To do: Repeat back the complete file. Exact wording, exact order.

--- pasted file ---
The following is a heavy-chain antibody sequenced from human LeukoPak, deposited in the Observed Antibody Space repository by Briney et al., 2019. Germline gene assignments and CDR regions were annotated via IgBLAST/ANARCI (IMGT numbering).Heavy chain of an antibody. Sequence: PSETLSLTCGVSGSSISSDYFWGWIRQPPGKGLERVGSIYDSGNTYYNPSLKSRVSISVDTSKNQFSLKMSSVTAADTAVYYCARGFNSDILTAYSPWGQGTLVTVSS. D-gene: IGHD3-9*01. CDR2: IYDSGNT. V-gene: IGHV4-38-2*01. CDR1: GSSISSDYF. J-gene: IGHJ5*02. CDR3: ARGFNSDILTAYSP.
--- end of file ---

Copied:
The following is a heavy-chain antibody sequenced from human LeukoPak, deposited in the Observed Antibody Space repository by Briney et al., 2019. Germline gene assignments and CDR regions were annotated via IgBLAST/ANARCI (IMGT numbering).Heavy chain of an antibody. Sequence: PSETLSLTCGVSGSSISSDYFWGWIRQPPGKGLERVGSIYDSGNTYYNPSLKSRVSISVDTSKNQFSLKMSSVTAADTAVYYCARGFNSDILTAYSPWGQGTLVTVSS. D-gene: IGHD3-9*01. CDR2: IYDSGNT. V-gene: IGHV4-38-2*01. CDR1: GSSISSDYF. J-gene: IGHJ5*02. CDR3: ARGFNSDILTAYSP.